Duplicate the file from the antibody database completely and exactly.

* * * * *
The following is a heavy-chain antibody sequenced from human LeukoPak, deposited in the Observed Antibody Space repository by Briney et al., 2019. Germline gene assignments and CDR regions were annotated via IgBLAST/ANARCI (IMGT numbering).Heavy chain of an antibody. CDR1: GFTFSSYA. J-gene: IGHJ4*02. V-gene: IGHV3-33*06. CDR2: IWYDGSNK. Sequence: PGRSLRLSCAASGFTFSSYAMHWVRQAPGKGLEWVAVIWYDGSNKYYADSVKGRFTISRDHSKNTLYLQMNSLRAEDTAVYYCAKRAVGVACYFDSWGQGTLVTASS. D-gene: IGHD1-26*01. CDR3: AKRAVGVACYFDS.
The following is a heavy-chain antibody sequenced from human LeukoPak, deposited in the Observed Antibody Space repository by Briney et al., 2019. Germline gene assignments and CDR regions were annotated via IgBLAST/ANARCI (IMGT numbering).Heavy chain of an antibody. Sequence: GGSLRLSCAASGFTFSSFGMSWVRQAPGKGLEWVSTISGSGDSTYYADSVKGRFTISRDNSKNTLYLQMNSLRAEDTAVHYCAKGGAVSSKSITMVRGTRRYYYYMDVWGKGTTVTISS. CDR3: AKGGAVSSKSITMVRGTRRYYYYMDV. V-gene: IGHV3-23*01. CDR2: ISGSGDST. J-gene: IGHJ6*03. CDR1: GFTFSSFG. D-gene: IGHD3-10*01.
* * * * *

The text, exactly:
The following is a heavy-chain antibody sequenced from human LeukoPak, deposited in the Observed Antibody Space repository by Briney et al., 2019. Germline gene assignments and CDR regions were annotated via IgBLAST/ANARCI (IMGT numbering).Heavy chain of an antibody. CDR1: GFTFSSYA. J-gene: IGHJ4*02. V-gene: IGHV3-33*06. CDR2: IWYDGSNK. Sequence: PGRSLRLSCAASGFTFSSYAMHWVRQAPGKGLEWVAVIWYDGSNKYYADSVKGRFTISRDHSKNTLYLQMNSLRAEDTAVYYCAKRAVGVACYFDSWGQGTLVTASS. D-gene: IGHD1-26*01. CDR3: AKRAVGVACYFDS.
The following is a heavy-chain antibody sequenced from human LeukoPak, deposited in the Observed Antibody Space repository by Briney et al., 2019. Germline gene assignments and CDR regions were annotated via IgBLAST/ANARCI (IMGT numbering).Heavy chain of an antibody. Sequence: GGSLRLSCAASGFTFSSFGMSWVRQAPGKGLEWVSTISGSGDSTYYADSVKGRFTISRDNSKNTLYLQMNSLRAEDTAVHYCAKGGAVSSKSITMVRGTRRYYYYMDVWGKGTTVTISS. CDR3: AKGGAVSSKSITMVRGTRRYYYYMDV. V-gene: IGHV3-23*01. CDR2: ISGSGDST. J-gene: IGHJ6*03. CDR1: GFTFSSFG. D-gene: IGHD3-10*01.